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COMMON CANADIAN BLUEBERRY, HUCKLEBERRY
Vaccinium myrtilloides

SKU: 1721-20
Regular price 4.99
Unit price
per

Description

Vaccinium myrtilloides is one of the sweetest blueberries known! It is a shrub with common names including common blueberry, Canadian blueberry, velvetleaf huckleberry, and velvetleaf blueberry. It is common in much of North America, reported from all 10 Canadian provinces plus Nunavut and Northwest Territories, as well as from the northeastern and Great Lakes states in the United States. It is also known to occur in Montana and Washington.

Vaccinium myrtilloides is a low spreading deciduous shrub growing up to 50 cm (20 inches) tall, often spreading to form small thickets. The leaves are bright green, paler underneath with velvety hairs. The flowers are white, bell-shaped, 5 mm (0.2 inches) long. The fruit is a small sweet bright blue to dark blue berry.

Vaccinium myrtilloides grows best in open coniferous woods with dry loose acidic soils; it is also found in forested bogs and rocky areas. Vaccinium myrtilloides hybridizes in the wild with Vaccinium angustifolium (lowbush blueberry).

It is cultivated and grown commercially in Canada and Maine, mainly harvested from managed wild patches.

It is also an important food source for black bears, deer, small mammals, and birds.

This species is listed as endangered in Indiana and Connecticut, as threatened in Iowa and Ohio, and as sensitive in Washington (state).

Hardiness zones: 2-8

Germination: These seeds should be cold stratified for 3 months. Place in a ziplock bag with a damp paper towel, and place in the fridge. After the cold stratification, push the seeds onto the surface of an acidic medium (such as peat-moss and silica sand), watered, drained and covered with clean plastic and then set into a bright window (no direct sun). Do not bury the seeds as they require light for germination. The seeds should germinate in 2 to 8 weeks. If not sown immediately on arrival, they should be stored damp and very cool such as in the fridge. If they are stored dry and warm they will be dead after a year.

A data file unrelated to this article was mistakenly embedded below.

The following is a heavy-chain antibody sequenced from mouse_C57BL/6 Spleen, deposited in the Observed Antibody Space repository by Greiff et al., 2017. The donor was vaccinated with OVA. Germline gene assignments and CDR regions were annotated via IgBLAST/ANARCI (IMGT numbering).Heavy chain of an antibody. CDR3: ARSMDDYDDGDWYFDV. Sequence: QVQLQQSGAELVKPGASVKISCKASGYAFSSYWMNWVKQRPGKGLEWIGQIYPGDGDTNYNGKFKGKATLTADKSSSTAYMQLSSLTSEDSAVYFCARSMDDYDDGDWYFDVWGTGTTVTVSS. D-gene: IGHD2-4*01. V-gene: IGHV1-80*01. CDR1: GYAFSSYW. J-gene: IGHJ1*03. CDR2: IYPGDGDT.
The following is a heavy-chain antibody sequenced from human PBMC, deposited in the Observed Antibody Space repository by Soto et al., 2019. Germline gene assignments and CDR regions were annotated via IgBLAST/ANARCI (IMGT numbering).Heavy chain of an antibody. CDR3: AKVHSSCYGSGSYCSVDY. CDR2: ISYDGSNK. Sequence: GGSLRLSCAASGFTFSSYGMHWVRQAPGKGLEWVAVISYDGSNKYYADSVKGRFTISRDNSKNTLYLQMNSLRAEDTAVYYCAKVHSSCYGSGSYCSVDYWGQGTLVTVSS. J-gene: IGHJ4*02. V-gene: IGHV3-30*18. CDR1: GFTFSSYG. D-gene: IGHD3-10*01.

COMMON CANADIAN BLUEBERRY, HUCKLEBERRY
Vaccinium myrtilloides

SKU: 1721-20
Regular price 4.99
Unit price
per
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Description

Vaccinium myrtilloides is one of the sweetest blueberries known! It is a shrub with common names including common blueberry, Canadian blueberry, velvetleaf huckleberry, and velvetleaf blueberry. It is common in much of North America, reported from all 10 Canadian provinces plus Nunavut and Northwest Territories, as well as from the northeastern and Great Lakes states in the United States. It is also known to occur in Montana and Washington.

Vaccinium myrtilloides is a low spreading deciduous shrub growing up to 50 cm (20 inches) tall, often spreading to form small thickets. The leaves are bright green, paler underneath with velvety hairs. The flowers are white, bell-shaped, 5 mm (0.2 inches) long. The fruit is a small sweet bright blue to dark blue berry.

Vaccinium myrtilloides grows best in open coniferous woods with dry loose acidic soils; it is also found in forested bogs and rocky areas. Vaccinium myrtilloides hybridizes in the wild with Vaccinium angustifolium (lowbush blueberry).

It is cultivated and grown commercially in Canada and Maine, mainly harvested from managed wild patches.

It is also an important food source for black bears, deer, small mammals, and birds.

This species is listed as endangered in Indiana and Connecticut, as threatened in Iowa and Ohio, and as sensitive in Washington (state).

Hardiness zones: 2-8

Germination: These seeds should be cold stratified for 3 months. Place in a ziplock bag with a damp paper towel, and place in the fridge. After the cold stratification, push the seeds onto the surface of an acidic medium (such as peat-moss and silica sand), watered, drained and covered with clean plastic and then set into a bright window (no direct sun). Do not bury the seeds as they require light for germination. The seeds should germinate in 2 to 8 weeks. If not sown immediately on arrival, they should be stored damp and very cool such as in the fridge. If they are stored dry and warm they will be dead after a year.